Mark Miles was a farmer of baby-sized vegetables before joining the 72-foot sailing yacht Pacific Wave and being named best chef overall at a 2009 charter yacht show.
Chef, 72-foot sailing yacht Pacific Wave
Date interviewed: November 2009
Congratulations on your first-prize win as the overall best chef at the November 2009 charter yacht show on St. Thomas, in the U.S. Virgin Islands. What did you cook?
Thank you very much. It was a meringue-based Pavlova with quite a lot of whipped cream, fresh strawberries and mangoes on top, and an orange and mango sauce. About 40 boats entered the competition, so I was very pleased to win.
You have been a co-owner and operator of Pacific Wave for about a year now. Were you a full-time chef on land before moving onboard?
My background is farming and straight agriculture. I was farming in the U.K. and in southwest Portugal. Initially, I was big into livestock, principally sheep. I was going to show the Portuguese how to do sheep properly. That was my aim.
I ended up growing vegetables because the sheep thing didn’t quite work out as I’d planned. The vegetables turned out great. The climate was superb, the soil was excellent, and I grew a lot of root vegetables. Many baby carrots, baby red beets, little tiny specialist potatoes, that sort of stuff.
How did you get from farming to cooking?
While I was in Portugal, a local woman from the village would come and look after the house for me, and she introduced me to the local Portuguese way of cooking food. That’s what really got me into cooking properly.
The local dishes include a lot of seafood, and they use salted cod for a baked cod pie that is pretty yummy. There are a lot of pork and chicken dishes mixed with seafood, too. There’s one called Alentejana where they mix pork with clams, tomatoes, and garlic. It’s fantastic.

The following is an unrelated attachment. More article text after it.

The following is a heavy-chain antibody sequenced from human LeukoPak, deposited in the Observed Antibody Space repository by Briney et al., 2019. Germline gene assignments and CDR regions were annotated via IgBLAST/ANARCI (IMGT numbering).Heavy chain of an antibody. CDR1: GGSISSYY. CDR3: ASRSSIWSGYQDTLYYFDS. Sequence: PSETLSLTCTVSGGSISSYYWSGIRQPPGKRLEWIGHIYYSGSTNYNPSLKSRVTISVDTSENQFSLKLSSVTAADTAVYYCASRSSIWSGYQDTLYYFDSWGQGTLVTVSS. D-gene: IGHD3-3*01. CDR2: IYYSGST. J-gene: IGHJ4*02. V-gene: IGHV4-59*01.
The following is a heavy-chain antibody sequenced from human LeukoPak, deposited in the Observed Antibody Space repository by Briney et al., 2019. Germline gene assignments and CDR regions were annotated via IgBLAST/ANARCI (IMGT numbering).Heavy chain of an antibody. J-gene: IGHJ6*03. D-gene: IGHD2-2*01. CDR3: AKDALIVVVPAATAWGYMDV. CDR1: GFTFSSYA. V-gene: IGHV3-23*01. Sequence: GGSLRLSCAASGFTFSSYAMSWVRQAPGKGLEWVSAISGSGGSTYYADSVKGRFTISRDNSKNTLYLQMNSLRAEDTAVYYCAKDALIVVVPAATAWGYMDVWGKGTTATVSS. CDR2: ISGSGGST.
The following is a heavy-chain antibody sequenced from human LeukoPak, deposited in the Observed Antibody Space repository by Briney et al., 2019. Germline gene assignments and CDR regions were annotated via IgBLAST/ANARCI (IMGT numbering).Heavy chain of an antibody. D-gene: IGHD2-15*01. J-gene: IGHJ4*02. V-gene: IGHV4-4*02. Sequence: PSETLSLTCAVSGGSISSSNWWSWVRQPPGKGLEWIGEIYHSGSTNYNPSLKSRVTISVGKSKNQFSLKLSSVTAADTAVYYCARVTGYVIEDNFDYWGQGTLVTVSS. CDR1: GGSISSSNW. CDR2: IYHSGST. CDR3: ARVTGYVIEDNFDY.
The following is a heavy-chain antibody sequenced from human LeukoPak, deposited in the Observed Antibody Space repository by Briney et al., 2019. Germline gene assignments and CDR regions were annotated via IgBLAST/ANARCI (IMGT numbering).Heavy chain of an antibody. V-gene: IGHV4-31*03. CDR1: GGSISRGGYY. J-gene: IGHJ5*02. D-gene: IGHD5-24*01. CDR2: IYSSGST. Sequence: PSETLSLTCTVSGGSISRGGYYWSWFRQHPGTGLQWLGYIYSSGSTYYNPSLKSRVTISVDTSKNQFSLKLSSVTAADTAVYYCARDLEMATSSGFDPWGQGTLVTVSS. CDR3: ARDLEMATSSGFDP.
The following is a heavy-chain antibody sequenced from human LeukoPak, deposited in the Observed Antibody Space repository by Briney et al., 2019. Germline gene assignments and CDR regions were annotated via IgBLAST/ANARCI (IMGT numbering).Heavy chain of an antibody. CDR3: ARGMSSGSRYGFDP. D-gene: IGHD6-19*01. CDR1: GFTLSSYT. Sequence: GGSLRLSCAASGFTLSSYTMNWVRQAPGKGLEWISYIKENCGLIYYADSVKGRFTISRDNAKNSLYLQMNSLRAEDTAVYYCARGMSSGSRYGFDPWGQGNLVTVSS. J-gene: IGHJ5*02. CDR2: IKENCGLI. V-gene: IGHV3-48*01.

This is not fancy cooking. Nobody is decorating plates. But it’s quality, strong, robust, earthy food using the best, freshest local ingredients. That was the message that I took from cooking in Portugal, and that I still use everywhere we go today.
Do you incorporate your favorite Portuguese recipes into the charter menus?
I like to throw at least one of those dishes in during a week’s charter, but it would be a bit overpowering to make everybody eat a week’s worth of Portuguese food if they weren’t used to it.
So you’re an entirely self-taught chef, and you just won the cooking competition at the boat show. That’s impressive.
I did formal training to get a degree in agriculture, and there were some food hygiene and food preparation courses in that. But cooking courses, no. I’m not a formally trained chef.
How have you enjoyed your first year running Pacific Wave as a charter yacht?
We’re starting our second winter season now. Being a two-crew boat, there’s always a lot going on. I envy the bigger boats with a dozen different people, and the chef can just be the chef and spend the whole day cooking. Our day doesn’t work out like that.
Lynn and I both drive the boat, we both share the work of the boat, and we share the food preparation. Lynn does a lot of the starters, and I do the hot meal cooking. The hardest part is doing a full day’s work, and getting to a destination, and then having to swap hats and turn myself into a chef. Managing that balance between working the boat and doing the cooking, that’s the hardest part.
But with that said, I think our first season went very well. Our guests seemed to really enjoy the food.
Are you doing three meals a day for your charter guests?
Yes, we offer three meals daily plus hors d’oeuvres before dinner. Lunch is lighter fare—two courses, generally with pasta or salad as the principal dish. Then it’s three courses at dinner plus hors d’oeuvres. And cooked breakfast as well.
Beyond the Portuguese background, do you have any specialties?
I like to make my own pasta on the boat. We do a shrimp, tomato, garlic, and chili dish atop homemade pasta. It’s simple, but it’s a fantastic lunchtime dish. Everything is fresh and delicious.
For dinner, one specialty we do is this dish of layers. On the bottom would be aubergine, or eggplant as some people call it. Then there are sliced beef tomatoes, fresh basil, mozzarella cheese, and on top of all that you put a fresh mahi-mahi steak, and over the whole top you do a sauce made of capers, anchovies, vinegar, and sugar. The fish is hot, and the rest is cold, and served as a dinner dish it’s a fantastic range of flavors.
Sounds tasty to me. What else can charter guests expect from the galley aboard Pacific Wave?
Being a farmer, I understand where the raw materials come from. We’re very keen on using the freshest organic eggs, for example. If a dish requires an egg, then make it a good egg. If a dish is based in tomato, then don’t go get un-ripened, watery tomatoes. Get fleshy, juicy, red, ripe tomatoes—and use lots of them.
The understanding of the raw materials is what is important to us when it comes to cooking, and I think that really sets us apart.